The thumbnail that is the icon for my museum is a detail of Mud on a Stick, a self-portrait I painted looking in the mirror in 1999 (no, I’m not left-handed). The work stand is the one I’ve used for nearly twenty years, with my softer brushes sticking up from a holder I made by drilling holes in a board. The bristle brushes lie horizontally on a grooved stand, next to the medium and turpentine bottles. My palette is small, and the actual space I use on it to mix paints is only about two inches square. That everything comes out of that tiny space may be the most remarkable thing about my process. Don’t ask me how I do it, because I’ve no clue.
The title Mud on a Stick is inscribed on the anatomical drawing taped to the side of the work stand. In an age when advanced technology rules, and artists work on computers or manufacture their work through industrial processes, I find it magical to be able to capture a viewers mind with paint applied to a surface, essentially colored mud applied with a stick. As the anatomical head also implies, we humans are built of muscle and bone, nothing more than animated mud on a stick.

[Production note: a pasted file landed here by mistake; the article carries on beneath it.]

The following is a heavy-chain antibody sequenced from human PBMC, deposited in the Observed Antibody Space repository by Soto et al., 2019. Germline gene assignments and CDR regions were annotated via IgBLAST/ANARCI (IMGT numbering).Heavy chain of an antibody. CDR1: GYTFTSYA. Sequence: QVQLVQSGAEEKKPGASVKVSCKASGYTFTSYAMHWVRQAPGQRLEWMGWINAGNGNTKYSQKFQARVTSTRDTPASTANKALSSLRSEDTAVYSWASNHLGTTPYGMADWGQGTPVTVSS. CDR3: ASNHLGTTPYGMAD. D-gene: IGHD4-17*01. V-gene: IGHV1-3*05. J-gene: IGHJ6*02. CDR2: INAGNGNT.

I immediately felt a gut attraction to this painting; and it keeps getting better! The way you show the painting being painted at a severe angle and still make it look so convincing is very impressive to me. I’ve always had the same feeling about paint- being able to make something beautiful with just colors.
I’ve always liked this one. It’s funny to think that we might not have met if you didn’t send it out.
Marc, I’m really bad at remembering how I met people (my wife excluded, as it was such a metaphorical event). I’m guessing it was something sent out for Hackett-Freedman Gallery? Michael Hackett snatched that painting up instantly, before I realized that it was probably the one painting from them all that I should keep. He later resold it. It’s not as if I ever have the choice to really save pieces I want. The kids have to eat, unfortunately.
I enjoy your introspective expression with just a touch of restrained contempt. And the expression in this painting is good too.
Mud on a Stick
F. Scott Hess (b. 1955)
Mud on a Stick
oil on panel